Of the Student, By the Student, For the Student™ - Service Learning Projects
Fascinating Learning Experiences
One of the ways The Journey Through Hallowed Ground Partnership helps students develop an appreciation for the past and a responsibility for the future is through its groundbreaking service learning programs. These experiential learning activities are designed to connect students with the historic, cultural and natural resources at JTHG sites from Gettysburg to Monticello. Combining creative education curricula, on-site experiences and expert accounts with digital media technology, each project fully immerses students in historic events and situations, providing them with experiences that they can apply to world events.
The Of the Student, By the Student, For the Student™ Service Learning Project
The Of the Student, By the Student, For the Student™ Program is a nationally recognized, award-winning service learning program that offers students a full immersion in American history and heritage. Eighth grade students find themselves onsite at the Journey Through Hallowed Ground National Heritage Area, bringing the stories of those who came before them to life in videos that they write, produce, shoot, and edit under the guidance of JTHG professionals. The resulting mini-movies, or Vodcasts, offer a permanent record of the students’ personal experiences and interpretations.
The pilot program was created and customized by the JTHG Partnership for Harpers Ferry Middle School students in conjunction with Harpers Ferry National Historical Park and the Advisory Council on Historic Preservation.
In July 2010, the program wrapped up a project with Thomas Jefferson’s Monticello and Sutherland Middle School.
In October 2010, the program began a multiyear effort working with middle schools and the Civil War National Parks within the Journey, starting with Manassas National Battlefield Park and Stonewall Middle School.
See What Students are Saying About our Of the Student, By the Student, For the Student™ Program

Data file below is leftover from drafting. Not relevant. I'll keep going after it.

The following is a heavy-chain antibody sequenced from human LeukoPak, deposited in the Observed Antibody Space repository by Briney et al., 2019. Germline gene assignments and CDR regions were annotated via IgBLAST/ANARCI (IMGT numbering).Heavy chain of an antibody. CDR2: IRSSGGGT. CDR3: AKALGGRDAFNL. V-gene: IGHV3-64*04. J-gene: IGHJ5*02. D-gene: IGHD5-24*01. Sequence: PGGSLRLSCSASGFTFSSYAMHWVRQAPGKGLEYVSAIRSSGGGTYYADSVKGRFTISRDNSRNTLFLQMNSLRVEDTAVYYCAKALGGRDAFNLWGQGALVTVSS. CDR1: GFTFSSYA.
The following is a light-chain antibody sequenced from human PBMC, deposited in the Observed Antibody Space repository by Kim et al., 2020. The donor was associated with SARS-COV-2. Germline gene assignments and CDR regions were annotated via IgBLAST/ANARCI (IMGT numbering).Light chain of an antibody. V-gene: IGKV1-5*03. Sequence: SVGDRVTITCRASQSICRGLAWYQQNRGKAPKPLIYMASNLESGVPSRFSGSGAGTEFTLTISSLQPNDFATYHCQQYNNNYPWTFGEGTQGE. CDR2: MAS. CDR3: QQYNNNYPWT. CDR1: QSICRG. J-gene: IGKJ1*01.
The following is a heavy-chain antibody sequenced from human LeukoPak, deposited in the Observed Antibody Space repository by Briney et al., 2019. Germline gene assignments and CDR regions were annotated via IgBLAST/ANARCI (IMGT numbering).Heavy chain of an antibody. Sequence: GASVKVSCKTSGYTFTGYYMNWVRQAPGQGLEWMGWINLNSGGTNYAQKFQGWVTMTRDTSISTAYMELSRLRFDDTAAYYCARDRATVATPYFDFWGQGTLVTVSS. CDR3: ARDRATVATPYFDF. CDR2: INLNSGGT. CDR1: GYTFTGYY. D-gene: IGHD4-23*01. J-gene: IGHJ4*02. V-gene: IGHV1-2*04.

In this series, students from Gettysburg Area Middle School in Gettysburg, Pennsylvania, interpret the history surrounding the Battle of Gettysburg by depicting events that transpired during that time, found in primary source documents.
Manassas National Battlefield Park: Created by sixth-grade students from Stonewall Middle School in Manassas, Virginia.
July 21, 1861 marked the first bloodshed of the American Civil War. In this series, students from Stonewall Middle School interpret the lives of soldiers, African Americans, immigrants, children, and women during this pivotal First Battle of Manassas.
Based on their hands-on experiences in Harpers Ferry National Historical Park and analysis of primary source documents, approximately 70 Harpers Ferry Middle School kids played a part to produce and promote six mini-documentaries, depicting their understanding of the famous 1859 John Brown Raid in Harpers Ferry, which set-off fighting in the American Civil War.
Over several months, E. Russell Hicks Middle School students have worked on site with National Park Rangers, historians, JTHG Partnership educators and researched historical source documents to learn about life on and off the battlefield during 1860’s and during the Bloodiest Battle in American history.
Early in the American Civil War a battle took place on October 21, 1861 at Ball's Bluff in Leesburg, VA. In this series, students from Smart's Mill Middle interpret this tragic battle.
Chesapeake & Ohio Canal National Historical Park: Created by eighth-grade students from Springfield Middle School in Williamsport, Maryland.
In this series, students from Harpers Ferry Middle School interpret history in and around Harpers Ferry, WV in 1861. From the aftermath of John Brown's raid and Virginia's secession from the Union, to the hardships of civilian life, these students offer a compelling look our American history in the early days of the Civil War.
In this series, students from Sutherland Middle School interpret the Genius of Thomas Jefferson through his home, inventions, childhood, beliefs and convictions. They also look at Thomas Jefferson's legacy of citizenry.